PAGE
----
Education

About Antarctica

December 13, 2000 2 min read
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Adapted from the United States Antarctic Program Participant Guide, 2000-2002 edition, National Science Foundation, 4201 Wilson Boulevard, Arlington, Virginia 22230.

Antarctica:

This land-based continent is the highest, driest, coldest, windiest, and emptiest place on earth. The continent is covered by an ice sheet 4,776 meters deep. This ice makes up approximately 90 percent of all the world’s ice (by volume) and 70 percent of all the world’s fresh water. There are many penguins and abundant sea life— but no indigenous peoples.

Who Owns It?
No one nation owns Antarctica. The Antarctic Treaty, which has been signed by 44 countries, reserves the area south of 60 degrees south as a zone for the peaceful conduct of research.

Treaty nations coordinate and cooperate to maximize search results and logistics requirements.

How Cold Is It?:
The mean annual temperature at South Pole Station is minus 56oF. During the Austral Summer, temperatures at McMurdo Station may reach as high as 40oF, while at South Pole Station, the summer temperature may reach 0oF. Palmer Station has a milder climate, with summer temperatures reaching as high as 55oF.

Science: Due to a variety of unique conditions, Antarctica provides excellent conditions for a variety of scientific research including global warming, ozone changes, climatology, earth sciences, glaciology, astronomy, UV radiation, oceanic circulation, marine ecosystems, and meteorite studies, to name but a few.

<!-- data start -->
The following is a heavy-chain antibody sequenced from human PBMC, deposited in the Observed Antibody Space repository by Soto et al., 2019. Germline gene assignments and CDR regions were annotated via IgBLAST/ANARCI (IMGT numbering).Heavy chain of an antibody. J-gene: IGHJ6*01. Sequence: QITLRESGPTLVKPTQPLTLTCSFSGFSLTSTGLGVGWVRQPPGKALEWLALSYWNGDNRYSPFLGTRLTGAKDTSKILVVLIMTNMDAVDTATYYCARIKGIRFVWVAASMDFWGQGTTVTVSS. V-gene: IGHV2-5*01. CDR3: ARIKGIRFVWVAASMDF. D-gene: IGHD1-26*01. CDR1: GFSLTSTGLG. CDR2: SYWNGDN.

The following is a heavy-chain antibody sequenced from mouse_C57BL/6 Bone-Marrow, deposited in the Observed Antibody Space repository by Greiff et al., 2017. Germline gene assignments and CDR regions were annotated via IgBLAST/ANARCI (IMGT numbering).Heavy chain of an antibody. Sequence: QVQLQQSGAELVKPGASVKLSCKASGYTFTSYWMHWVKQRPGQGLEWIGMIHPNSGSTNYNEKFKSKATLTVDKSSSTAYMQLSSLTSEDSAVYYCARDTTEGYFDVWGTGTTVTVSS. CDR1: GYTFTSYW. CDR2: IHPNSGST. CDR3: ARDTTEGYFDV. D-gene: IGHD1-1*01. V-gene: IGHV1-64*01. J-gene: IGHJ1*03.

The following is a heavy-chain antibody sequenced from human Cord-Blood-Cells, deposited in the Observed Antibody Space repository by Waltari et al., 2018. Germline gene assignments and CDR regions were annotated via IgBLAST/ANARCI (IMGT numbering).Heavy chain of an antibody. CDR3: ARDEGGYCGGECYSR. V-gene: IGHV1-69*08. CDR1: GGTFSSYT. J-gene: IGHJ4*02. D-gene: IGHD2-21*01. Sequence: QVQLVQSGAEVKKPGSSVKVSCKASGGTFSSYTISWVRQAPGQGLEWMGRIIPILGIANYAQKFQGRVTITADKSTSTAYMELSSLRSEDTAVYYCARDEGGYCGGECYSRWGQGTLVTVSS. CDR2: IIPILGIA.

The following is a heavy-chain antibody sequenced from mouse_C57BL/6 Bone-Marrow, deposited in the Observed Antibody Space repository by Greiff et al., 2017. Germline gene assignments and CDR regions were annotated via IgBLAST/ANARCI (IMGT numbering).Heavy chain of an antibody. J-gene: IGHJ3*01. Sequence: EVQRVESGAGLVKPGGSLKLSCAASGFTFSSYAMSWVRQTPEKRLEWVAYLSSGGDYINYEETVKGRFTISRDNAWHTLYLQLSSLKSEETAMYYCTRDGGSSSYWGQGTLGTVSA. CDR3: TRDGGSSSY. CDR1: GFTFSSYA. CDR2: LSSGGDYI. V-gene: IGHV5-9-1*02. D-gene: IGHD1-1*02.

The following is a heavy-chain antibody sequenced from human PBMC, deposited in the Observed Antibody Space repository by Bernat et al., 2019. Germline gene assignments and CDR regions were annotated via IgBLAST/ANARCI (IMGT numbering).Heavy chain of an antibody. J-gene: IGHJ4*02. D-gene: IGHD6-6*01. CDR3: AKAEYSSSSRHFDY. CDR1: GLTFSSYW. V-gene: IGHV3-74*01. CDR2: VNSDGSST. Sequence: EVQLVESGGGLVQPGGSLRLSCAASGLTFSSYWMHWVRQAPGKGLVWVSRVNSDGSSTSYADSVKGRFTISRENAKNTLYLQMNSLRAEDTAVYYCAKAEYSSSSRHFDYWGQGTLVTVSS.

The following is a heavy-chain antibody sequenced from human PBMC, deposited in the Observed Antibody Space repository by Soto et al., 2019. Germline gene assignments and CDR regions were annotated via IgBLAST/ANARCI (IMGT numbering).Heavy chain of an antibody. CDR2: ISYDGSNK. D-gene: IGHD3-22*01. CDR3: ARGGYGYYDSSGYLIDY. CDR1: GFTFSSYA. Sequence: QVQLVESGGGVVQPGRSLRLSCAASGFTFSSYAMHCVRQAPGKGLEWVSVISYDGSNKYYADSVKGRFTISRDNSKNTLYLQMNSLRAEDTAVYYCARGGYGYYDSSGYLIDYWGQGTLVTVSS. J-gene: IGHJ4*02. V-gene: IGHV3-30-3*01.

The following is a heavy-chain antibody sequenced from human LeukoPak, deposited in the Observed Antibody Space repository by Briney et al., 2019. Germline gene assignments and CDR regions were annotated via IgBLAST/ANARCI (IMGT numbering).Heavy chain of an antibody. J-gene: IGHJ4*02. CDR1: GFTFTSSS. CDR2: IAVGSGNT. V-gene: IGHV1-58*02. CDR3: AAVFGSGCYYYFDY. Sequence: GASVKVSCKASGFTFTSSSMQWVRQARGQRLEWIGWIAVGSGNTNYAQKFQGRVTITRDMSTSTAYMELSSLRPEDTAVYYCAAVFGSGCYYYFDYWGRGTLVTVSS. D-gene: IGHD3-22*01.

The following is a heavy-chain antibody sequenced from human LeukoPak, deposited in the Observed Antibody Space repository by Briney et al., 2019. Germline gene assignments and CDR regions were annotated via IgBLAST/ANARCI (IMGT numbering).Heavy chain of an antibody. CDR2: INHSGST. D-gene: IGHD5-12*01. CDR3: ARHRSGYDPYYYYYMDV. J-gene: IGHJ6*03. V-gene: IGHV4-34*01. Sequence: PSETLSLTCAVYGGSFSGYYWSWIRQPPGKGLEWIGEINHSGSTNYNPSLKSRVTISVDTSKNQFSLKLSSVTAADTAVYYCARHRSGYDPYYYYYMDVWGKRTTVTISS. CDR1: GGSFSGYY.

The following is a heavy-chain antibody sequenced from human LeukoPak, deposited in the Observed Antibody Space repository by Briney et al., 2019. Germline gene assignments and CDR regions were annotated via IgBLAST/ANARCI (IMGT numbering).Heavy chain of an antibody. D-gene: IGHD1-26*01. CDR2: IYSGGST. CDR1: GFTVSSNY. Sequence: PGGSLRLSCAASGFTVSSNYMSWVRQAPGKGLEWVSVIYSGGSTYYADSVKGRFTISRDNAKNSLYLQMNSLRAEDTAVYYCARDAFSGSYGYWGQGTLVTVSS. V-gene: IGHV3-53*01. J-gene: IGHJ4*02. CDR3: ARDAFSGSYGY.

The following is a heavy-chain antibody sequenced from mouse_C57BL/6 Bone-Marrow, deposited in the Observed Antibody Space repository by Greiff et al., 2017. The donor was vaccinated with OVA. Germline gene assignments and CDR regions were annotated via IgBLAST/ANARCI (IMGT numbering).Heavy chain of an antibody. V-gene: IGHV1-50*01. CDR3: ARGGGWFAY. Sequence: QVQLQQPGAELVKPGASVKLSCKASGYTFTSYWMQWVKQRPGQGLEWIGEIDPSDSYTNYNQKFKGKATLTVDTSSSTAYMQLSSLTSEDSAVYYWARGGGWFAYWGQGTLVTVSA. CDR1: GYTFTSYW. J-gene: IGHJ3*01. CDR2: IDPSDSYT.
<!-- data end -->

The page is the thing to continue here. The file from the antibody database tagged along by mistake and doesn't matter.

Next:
Weather Update: The NSF media relations representative to the Office of Polar Programs, Peter West, reports that since reliable records began to be kept in 1957, the previous record snowfall for November was in 1971. McMurdo got 20.6 inches that year.

This year, the station recorded more than 25 inches of snow in the month of November alone.

The bad weather has caused numerous flight delays or cancellations for planes traveling the “air bridge” to Antarctica from New Zealand, and in many cases, around the continent itself.

December also started out with heavy snowfall.

The last few days McMurdo has had a reprieve, with “warm” sunshine heating the dark volcanic surface of Ross Island and causing impressive melting. On one day, the mercury reportedly “soared” to the upper 30’s Fahrenheit.

“The prevailing weather pattern here in the summer is clear skies and bright sunshine, so let’s hope it holds,” Mr. West said in an e-mail from McMurdo.

—Image courtesy National Science Foundation

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